The first socio-economic and caste census of rural areas conducted by the government for the first time since Independence, has revealed that the number of financially excluded households in rural India stood at 70.5 million or 39.39 per cent of the 179.10 million total rural households.
The latest household survey, conducted in 2012, showed that one out of three families is landless, less than 5 per cent of the rural households pay income tax, but over 68 per cent have mobile phones.
Released on Friday, the first SECC census in independent India - the last one was conducted in 1932 - did not include caste-specific data despite the title saying so.
Financial inclusion is based on fulfilling any of the 14 parameters:
- Owning motorised 2, 3 or 4 wheeler or fishing boat;
- Owning mechanized 3 – 4 wheeler agricultural equipment;
- Having Kisan credit card with credit limit of over Rs50,000;
- Having at least one household member as government employee;
- Households with non-agricultural enterprises registered with government;
- Any member of the household earning more than Rs10,000 per month;
- Paying income tax;
- Paying professional tax;
- House having 3 or more rooms with pucca walls and roof;
- Owning a refrigerator;
- Owning land-line phone;
- Owning more than 2.5 acres of irrigated land with one irrigation equipment;
- Owning 5 acres or more of irrigated land for two or more crop season;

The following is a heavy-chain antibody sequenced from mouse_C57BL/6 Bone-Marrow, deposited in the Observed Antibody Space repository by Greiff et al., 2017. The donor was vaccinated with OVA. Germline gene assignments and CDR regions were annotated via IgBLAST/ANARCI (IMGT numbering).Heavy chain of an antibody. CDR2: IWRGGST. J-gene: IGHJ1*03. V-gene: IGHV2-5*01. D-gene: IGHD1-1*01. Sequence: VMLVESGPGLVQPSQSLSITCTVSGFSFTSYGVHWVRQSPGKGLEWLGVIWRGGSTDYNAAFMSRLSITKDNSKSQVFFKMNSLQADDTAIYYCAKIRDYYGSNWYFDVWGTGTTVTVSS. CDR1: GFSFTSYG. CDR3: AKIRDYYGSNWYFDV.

- Owning at least 7.5 acres of land or more with at least one irrigation equipment.
Households automatically included (based on fulfilling any of the 5 parameters of inclusion, including households without shelter, destitute living on alms, manual scavenger families, primitive tribal groups, legally released bonded labour accounted for 1.65 million or 0.92 per cent.
According to the census, of the total 243.9 million households in the country, 179.1 million are in rural areas.
Of the rural households, 18.46 per cent belong to scheduled caste and 10.97 per cent to schedule tribe while 68.5 per cent belong to 'other categories'.
Interestingly, over 3.65 million families (a little over 2 per cent) belong to no caste or tribe category.
Five states with a high percentage of rural SC households are Punjab, West Bengal, Tamil Nadu, Himachal Pradesh and Uttar Pradesh.
According to the census, 5 per cent of the households draw government salaries, over 3.57 per cent relied on the private sector, and a little over 1 per cent of households depend on public sector enterprises.
However, over 68.5 million households (38.27 per cent) hold no land, deriving a major part of their income from casual manual labour.
Also, the number of households with destitutes or those living on alms is over 6.68 lakh; as many as 4.08 lakh households rely on rag-picking.
Reiterating India's lopsided growth story, the census records that the top earning member in almost two-thirds of the rural households in the country got less than Rs5,000 a month while in over 14.8 million (8.29 per cent) households, the top earner brought home more than Rs10,000 a month.
The census also gave a glimpse of the rural market, with one out of every five families owning a motorised vehicle (two, three or four-wheeler or a fishing boat).
''I am sure that with the enormity of schemes and the reach that all governments have, this document will form the basis of helping us to target groups to support in terms of policy planning,'' said finance minister Arun Jaitley, while releasing the report in the presence of rural development minister Chaudhry Birender Singh.
The paperless census was carried out in all the 640 districts of the country with the help of a handheld device.
''The data are an opportunity to make evidence-based selection, prioritisation and targeting of beneficiaries in different programmes,'' said rural development minister Birender Singh.
The rural development ministry has decided to use the SECC data in all its programmes.